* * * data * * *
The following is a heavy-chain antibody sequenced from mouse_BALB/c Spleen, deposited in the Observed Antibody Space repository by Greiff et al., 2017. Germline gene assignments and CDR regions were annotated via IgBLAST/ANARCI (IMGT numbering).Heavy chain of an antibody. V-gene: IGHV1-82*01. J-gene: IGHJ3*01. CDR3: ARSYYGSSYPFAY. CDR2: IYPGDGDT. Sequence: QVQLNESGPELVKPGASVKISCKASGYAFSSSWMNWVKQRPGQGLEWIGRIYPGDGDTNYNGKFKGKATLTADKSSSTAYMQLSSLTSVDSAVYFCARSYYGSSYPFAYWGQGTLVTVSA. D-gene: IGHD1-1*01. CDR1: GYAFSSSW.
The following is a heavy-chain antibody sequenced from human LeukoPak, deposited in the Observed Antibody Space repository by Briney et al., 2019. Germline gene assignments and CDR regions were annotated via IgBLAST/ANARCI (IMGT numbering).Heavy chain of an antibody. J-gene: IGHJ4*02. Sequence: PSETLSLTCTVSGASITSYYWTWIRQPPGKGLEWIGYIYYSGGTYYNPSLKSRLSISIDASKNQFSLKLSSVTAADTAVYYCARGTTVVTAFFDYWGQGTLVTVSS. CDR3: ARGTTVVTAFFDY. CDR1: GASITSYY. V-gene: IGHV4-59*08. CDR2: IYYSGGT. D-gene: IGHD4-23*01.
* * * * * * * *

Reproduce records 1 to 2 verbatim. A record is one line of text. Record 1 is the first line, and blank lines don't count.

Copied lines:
The following is a heavy-chain antibody sequenced from mouse_BALB/c Spleen, deposited in the Observed Antibody Space repository by Greiff et al., 2017. Germline gene assignments and CDR regions were annotated via IgBLAST/ANARCI (IMGT numbering).Heavy chain of an antibody. V-gene: IGHV1-82*01. J-gene: IGHJ3*01. CDR3: ARSYYGSSYPFAY. CDR2: IYPGDGDT. Sequence: QVQLNESGPELVKPGASVKISCKASGYAFSSSWMNWVKQRPGQGLEWIGRIYPGDGDTNYNGKFKGKATLTADKSSSTAYMQLSSLTSVDSAVYFCARSYYGSSYPFAYWGQGTLVTVSA. D-gene: IGHD1-1*01. CDR1: GYAFSSSW.
The following is a heavy-chain antibody sequenced from human LeukoPak, deposited in the Observed Antibody Space repository by Briney et al., 2019. Germline gene assignments and CDR regions were annotated via IgBLAST/ANARCI (IMGT numbering).Heavy chain of an antibody. J-gene: IGHJ4*02. Sequence: PSETLSLTCTVSGASITSYYWTWIRQPPGKGLEWIGYIYYSGGTYYNPSLKSRLSISIDASKNQFSLKLSSVTAADTAVYYCARGTTVVTAFFDYWGQGTLVTVSS. CDR3: ARGTTVVTAFFDY. CDR1: GASITSYY. V-gene: IGHV4-59*08. CDR2: IYYSGGT. D-gene: IGHD4-23*01.